The Reserve is home to a specially designed and planted harakeke garden. Harakeke is a type of flax which is used for Maori weaving. The garden is considered a taonga, or treasure, for the Christchurch weaving community.The Harakeke Garden

At the entrance to the garden there is a fascinating woven sculpture.Woven Sculpture

When you approach the sculpture you realise that the story of harakeke is crafted into the structure.  Welcome

As you read, you can hear traffic in the distance but the dominant background music comes from the birds, hidden in the bushes and the thick vegetation on the banks of the river. Birds, where are you?Wetland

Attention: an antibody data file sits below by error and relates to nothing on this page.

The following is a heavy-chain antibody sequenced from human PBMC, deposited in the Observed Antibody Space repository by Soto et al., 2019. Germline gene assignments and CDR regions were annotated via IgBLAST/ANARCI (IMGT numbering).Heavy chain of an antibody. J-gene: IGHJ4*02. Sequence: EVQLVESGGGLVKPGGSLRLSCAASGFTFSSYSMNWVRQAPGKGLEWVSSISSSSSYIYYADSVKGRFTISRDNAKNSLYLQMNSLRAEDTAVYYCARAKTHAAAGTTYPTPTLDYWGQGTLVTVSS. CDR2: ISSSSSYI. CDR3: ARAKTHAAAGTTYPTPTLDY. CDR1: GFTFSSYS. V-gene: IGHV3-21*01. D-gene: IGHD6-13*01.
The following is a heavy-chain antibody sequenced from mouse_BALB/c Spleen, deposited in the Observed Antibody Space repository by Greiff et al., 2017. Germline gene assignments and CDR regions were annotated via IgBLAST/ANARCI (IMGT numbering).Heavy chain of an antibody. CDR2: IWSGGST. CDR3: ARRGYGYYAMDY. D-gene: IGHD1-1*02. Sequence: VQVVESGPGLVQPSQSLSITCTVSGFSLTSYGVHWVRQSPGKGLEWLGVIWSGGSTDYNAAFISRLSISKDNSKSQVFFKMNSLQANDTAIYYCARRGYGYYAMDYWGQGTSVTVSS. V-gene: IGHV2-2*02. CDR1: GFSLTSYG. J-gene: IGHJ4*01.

The Janet Stewart Reserve is a place of creativity, conservation, calm, beauty, nourishment, renewal and responsible stewardship. Who then is Janet Stewart whose name honours this place. A politician, a composer, a musician, an opera diva, a writer? Nope, not all. Janet Stewart was that greatest of all creative geniuses; a Mother.Nothing more, nothing less.

When Edmond Stewart died in 1993, he bequeathed his land to the City Council for the purposes of creating a reserve to be named after his hardworking, resourceful mother, Janet Stewart.   The Janet Stewart Reserve is a son’s loving tribute to his Mother.  A living symphony of sound and light and wonder, and music to my ears. Next time, I have the grumps I will remember Janet Stewart and her Reserve and all will be well.